Problems give us a window to a better way. Left unaddressed, most problems will just get worse. But, give attention, focus, and a new direction, problems can send us toward a better way of doing things. Maybe we don't need better gas milage -- maybe we need new ways to fuel our transportation. Maybe we don't need tighter immigration laws -- maybe we need to solve the problems that send people away from their homeland. Maybes abound, and certainties are hard to find. Still, every problem is whispering in our ears, "solve me and see how good it can be."
It's frustrating to misunderstand a problem, or to deal with someone you are certain has misunderstood the problem. In that situation, influencing clarity is more difficult, and finding a solution stays clouded in ignorance.
The most troubling problems are rooted in ignorance.
You know that feeling that you're dealing with someone who just doesn't know what's going on? The frustration it causes, the distortion it encourages, the ignorance it perpetuates while frustration mounts?
What if you're that person, and you don't even know it?
The most troubling problems are rooted in ignorance, and sometimes we're the ones who do not know.
Centered problem solvers make room for that possibility - the chance that they do not know what they do not know.
A problem might be showing us a new way to see a situation. It could be discordant without being destructive.
Some things looks problematic because they're difficult, or unexpected. Centered problem solvers take the time to breathe and to view the problem objectively. What's really going on? How much is situation and how much is perspective.
Inquire into what is going on. You might be surprised.
When you are solving a problem, do you consider the impact your solution will have on other people?
I've seen leaders who impose solutions on their teams that make the job worse, not better. While some degree of resistance to any solution is natural, your problem has a much better chance of staying solved if the solution you pick is supported by your team.
Does your solution make the job easier?
Does your solution make your customers happier?
Is your solution elegant and simple and yet robust enough to solve the problem?
The purpose of problem solving is to make life better for you AND for others. Centered problem solvers consider the needs of everyone impacted by the problem. There's no need to let your solution ruin your solution.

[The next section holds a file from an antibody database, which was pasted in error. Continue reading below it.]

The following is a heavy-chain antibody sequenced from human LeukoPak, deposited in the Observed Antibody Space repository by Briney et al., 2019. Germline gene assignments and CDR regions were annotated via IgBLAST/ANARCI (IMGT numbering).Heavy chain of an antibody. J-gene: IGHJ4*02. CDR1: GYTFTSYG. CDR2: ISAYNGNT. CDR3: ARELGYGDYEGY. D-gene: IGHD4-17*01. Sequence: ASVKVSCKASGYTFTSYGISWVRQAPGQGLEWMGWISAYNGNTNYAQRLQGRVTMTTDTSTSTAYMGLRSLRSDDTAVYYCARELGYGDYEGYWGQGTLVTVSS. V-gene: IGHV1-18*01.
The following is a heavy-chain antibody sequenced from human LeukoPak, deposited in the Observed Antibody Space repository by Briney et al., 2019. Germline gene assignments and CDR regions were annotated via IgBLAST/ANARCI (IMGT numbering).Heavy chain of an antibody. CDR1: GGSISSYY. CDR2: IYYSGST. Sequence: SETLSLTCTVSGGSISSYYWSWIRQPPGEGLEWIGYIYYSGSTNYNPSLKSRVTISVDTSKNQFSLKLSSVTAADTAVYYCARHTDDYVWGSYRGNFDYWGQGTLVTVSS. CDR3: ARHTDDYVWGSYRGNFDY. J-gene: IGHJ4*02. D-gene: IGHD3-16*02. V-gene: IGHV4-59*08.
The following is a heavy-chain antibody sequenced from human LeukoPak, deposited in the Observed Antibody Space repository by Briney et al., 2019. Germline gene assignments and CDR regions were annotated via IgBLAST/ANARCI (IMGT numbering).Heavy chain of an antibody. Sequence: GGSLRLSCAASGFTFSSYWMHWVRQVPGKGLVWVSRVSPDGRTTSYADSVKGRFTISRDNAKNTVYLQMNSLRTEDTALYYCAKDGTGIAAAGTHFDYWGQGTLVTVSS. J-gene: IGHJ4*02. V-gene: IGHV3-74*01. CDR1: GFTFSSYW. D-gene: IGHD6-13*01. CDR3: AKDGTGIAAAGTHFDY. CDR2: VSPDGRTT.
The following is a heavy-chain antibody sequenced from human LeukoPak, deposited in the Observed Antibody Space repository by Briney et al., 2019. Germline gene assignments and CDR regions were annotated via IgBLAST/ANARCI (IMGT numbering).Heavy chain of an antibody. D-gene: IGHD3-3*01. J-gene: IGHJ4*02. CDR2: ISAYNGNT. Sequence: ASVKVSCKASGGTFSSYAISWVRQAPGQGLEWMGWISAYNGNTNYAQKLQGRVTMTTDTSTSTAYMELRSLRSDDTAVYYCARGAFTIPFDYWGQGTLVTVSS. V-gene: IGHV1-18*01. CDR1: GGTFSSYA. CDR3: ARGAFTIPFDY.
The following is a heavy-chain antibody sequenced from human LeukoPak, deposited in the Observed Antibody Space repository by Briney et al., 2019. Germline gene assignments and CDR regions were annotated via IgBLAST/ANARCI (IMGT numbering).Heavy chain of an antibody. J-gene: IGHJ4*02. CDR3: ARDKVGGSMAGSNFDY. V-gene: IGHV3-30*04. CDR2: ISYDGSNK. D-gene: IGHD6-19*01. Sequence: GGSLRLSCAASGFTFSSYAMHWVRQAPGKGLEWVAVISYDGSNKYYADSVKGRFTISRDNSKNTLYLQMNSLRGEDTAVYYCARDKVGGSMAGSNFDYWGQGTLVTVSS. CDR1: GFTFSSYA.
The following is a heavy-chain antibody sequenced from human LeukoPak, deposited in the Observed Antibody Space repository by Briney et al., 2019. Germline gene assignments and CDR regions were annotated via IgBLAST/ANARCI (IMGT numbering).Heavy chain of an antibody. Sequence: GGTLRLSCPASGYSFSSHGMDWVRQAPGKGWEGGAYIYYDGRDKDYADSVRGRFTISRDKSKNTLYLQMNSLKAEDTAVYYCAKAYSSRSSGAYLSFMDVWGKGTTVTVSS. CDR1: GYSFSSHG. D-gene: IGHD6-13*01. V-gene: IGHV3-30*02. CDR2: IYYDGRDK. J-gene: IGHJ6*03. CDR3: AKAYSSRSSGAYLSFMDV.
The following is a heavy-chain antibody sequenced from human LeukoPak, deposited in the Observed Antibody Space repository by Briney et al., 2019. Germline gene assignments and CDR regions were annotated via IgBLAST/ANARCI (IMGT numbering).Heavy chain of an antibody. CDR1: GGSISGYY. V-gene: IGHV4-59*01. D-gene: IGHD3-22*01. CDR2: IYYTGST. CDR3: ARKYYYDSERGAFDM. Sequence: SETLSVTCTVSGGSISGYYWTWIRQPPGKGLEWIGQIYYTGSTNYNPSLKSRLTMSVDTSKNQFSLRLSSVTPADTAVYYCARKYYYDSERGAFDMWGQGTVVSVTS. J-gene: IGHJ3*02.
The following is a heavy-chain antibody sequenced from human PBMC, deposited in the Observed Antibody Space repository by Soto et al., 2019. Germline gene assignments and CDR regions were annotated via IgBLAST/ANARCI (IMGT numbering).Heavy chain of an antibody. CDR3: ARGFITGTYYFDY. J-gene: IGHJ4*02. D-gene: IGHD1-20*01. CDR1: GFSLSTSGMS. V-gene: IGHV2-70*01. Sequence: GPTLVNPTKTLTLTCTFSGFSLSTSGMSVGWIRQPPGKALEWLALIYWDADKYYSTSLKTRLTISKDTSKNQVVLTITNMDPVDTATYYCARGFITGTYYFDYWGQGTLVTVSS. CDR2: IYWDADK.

Problems pile up. Answer hide. Frustration builds. Still, there are always more answers. There are always more possibilities. Our biggest challenge is to give up before we have explored enough possibilities to find a winner. There's a winner (or two or more) in there. Keep digging. Keep generating ideas. Keep focused on possibilities.
We may never run out of problems but we'll also never exhaust our possibilities for solving them.
A problem can feel like a weight. It can stick you in your place, nailing inertia to your intention and holding fast. Quickly, it becomes unmanageable, an impossible obstacle in your path. When a problem feels like a nightmare, leadership can struggle.
When the direction is unclear, when the heat seems unbearable, when the pressure is crushing you, when the problems stack high like a looming tower, put the problem into perspective:
A problem is there to challenge you, not break you.
Centered problem solves step back, step up, and deliver.
I don't. I had a nice collection inherited from my dad (I call them a collection because I collected them but when they were his he actually USED them) until they were destroyed in a fire.
Now, an apartment dweller, I have few tools. I still don't use all of them -- but I know how.
When we are solving problems we have many tools. The temptation is to use them all. It's oddly satisfying to bring out tool after tool. Satisfying, but sometimes inefficient. Simplicity - elegant simplicity is often best.
Use the tools that work, and leave the rest for another time.